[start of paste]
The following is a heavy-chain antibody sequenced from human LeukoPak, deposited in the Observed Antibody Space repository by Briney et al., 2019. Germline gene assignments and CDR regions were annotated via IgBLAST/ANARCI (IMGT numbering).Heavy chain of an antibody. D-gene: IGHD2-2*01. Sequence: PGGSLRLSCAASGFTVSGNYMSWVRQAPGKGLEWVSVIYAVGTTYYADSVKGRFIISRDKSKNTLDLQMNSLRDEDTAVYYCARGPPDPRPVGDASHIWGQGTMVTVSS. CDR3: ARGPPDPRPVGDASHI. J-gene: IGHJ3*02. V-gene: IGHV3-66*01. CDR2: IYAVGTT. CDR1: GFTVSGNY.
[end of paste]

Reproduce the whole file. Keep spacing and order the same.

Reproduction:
The following is a heavy-chain antibody sequenced from human LeukoPak, deposited in the Observed Antibody Space repository by Briney et al., 2019. Germline gene assignments and CDR regions were annotated via IgBLAST/ANARCI (IMGT numbering).Heavy chain of an antibody. D-gene: IGHD2-2*01. Sequence: PGGSLRLSCAASGFTVSGNYMSWVRQAPGKGLEWVSVIYAVGTTYYADSVKGRFIISRDKSKNTLDLQMNSLRDEDTAVYYCARGPPDPRPVGDASHIWGQGTMVTVSS. CDR3: ARGPPDPRPVGDASHI. J-gene: IGHJ3*02. V-gene: IGHV3-66*01. CDR2: IYAVGTT. CDR1: GFTVSGNY.